… Of course, to name them ‘fantastic’ is a misuse of language, but a significant one. In any event, being subject myself — perhaps unwittingly — to the diffuse pressure exerted by language, I was induced to launch the idea (surprising, to say the least, especially to me) of the natural fantastic. I first used the term in connection with an insect from north-east Brazil, the lantern fly, and a North American mammal, the star-nosed mole or Condylura. These two animals’ appearance made me resort to a category whose specious nature I could easily perceive. Quite obviously, these creatures were not fantastic because they were a part of nature. Just as obviously, they seemed fantastic, and even gave quite an exceptional sense of the fantastic: the tree-dwelling homopteron, on account of its frontal protuberance, which is almost as big as its body and deceptively suggests a crocodile’s muzzle; and the subterranean vertebrate, on account of its snout, which sports a crown of twenty-two short tentacles of live pink flesh, all mobile, sensitive, and retractable, flaccid or tensed at will, and very vaguely like an intricate starfish or some horrible corolla.


star-nosed mole [image fromWikipedia] 

In both cases, observers can hardly believe their own eyes and think themselves in the presence of nightmarish creatures that contradict reality more than they emerge from it.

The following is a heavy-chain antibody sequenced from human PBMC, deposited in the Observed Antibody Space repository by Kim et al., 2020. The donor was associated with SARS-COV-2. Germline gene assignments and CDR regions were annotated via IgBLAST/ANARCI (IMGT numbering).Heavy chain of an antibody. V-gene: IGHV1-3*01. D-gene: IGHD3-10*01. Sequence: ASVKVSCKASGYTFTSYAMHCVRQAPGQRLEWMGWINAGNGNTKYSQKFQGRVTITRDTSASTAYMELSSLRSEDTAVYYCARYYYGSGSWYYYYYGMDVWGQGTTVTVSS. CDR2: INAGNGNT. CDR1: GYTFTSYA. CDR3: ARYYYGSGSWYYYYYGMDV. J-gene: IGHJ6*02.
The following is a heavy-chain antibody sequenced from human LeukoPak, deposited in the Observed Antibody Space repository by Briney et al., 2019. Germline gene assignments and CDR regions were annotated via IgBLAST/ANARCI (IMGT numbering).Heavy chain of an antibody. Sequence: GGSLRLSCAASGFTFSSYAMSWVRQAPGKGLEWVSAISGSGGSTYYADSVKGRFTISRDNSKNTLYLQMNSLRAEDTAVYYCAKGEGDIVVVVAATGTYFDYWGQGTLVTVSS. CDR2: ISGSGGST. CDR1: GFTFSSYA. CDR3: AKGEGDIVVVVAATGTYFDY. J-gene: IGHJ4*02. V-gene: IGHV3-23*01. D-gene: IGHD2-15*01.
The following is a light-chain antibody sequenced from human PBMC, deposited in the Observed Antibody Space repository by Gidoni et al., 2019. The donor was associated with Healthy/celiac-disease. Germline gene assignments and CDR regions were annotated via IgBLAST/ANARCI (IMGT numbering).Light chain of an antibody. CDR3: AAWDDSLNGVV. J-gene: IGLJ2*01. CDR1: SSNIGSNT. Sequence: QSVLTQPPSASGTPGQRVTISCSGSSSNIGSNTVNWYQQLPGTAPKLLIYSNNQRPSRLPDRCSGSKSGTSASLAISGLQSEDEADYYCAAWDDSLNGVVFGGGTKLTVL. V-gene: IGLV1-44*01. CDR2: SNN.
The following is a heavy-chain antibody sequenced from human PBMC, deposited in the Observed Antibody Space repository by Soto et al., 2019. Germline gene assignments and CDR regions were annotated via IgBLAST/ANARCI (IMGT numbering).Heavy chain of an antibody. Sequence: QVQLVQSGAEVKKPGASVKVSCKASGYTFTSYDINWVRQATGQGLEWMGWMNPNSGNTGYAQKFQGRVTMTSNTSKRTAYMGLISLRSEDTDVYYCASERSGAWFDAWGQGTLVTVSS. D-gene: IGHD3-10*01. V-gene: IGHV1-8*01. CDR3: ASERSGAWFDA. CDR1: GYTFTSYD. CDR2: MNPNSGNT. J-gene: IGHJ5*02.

… Letters, left adrift, terms without a lexicon, these boundary markers, whose aberrant arrangement does not correspond to any register or cadastral survey on the order of humanity, nonetheless figure among the indications that move it most, and me most obscurely. In the end, more or less alone, they guarantee me wagers and resources for the images of tenacious poetry. The network of surprising markers constitutes a secret and inexhaustible warranty, a sort of intellectual gold supporting all fiduciary transactions of the intellect and imagination.

In exchange for this repository (in so far as it accepts its reality) humanity is dispossessed of the ancient pre-eminence it briefly claimed as its own — an instant that is immemorial for it but very swift for geological time. Henceforth, man knows that he is neither alone nor a monarch. In the infinite game of Snakes and Ladders without a well, jail or fruitful stops, humankind is not a player — nor even the dice — but an almost passive counter that is moved from square to square in its turn, together with other reiterated emblems. Sometimes we are stopped by an image that disturbs us, an image reminding us of another or else holding out the promise of different ones. The return of the simulacrum lets us glimpse the tattered shreds of a concealed order we can barely reach, and never with certainty. Dazzled or enlightened, we try to understand and, at times, to expand the rules of the game we never asked to take part in, and that we are not allowed to renounce.

Here is my contribution to this menagerie of the fantastic (noticed yesterday while searching for collaging candidates in my bird collection; it made me laugh … [the eyes are white because of a third-eyelid blink]):

-Julie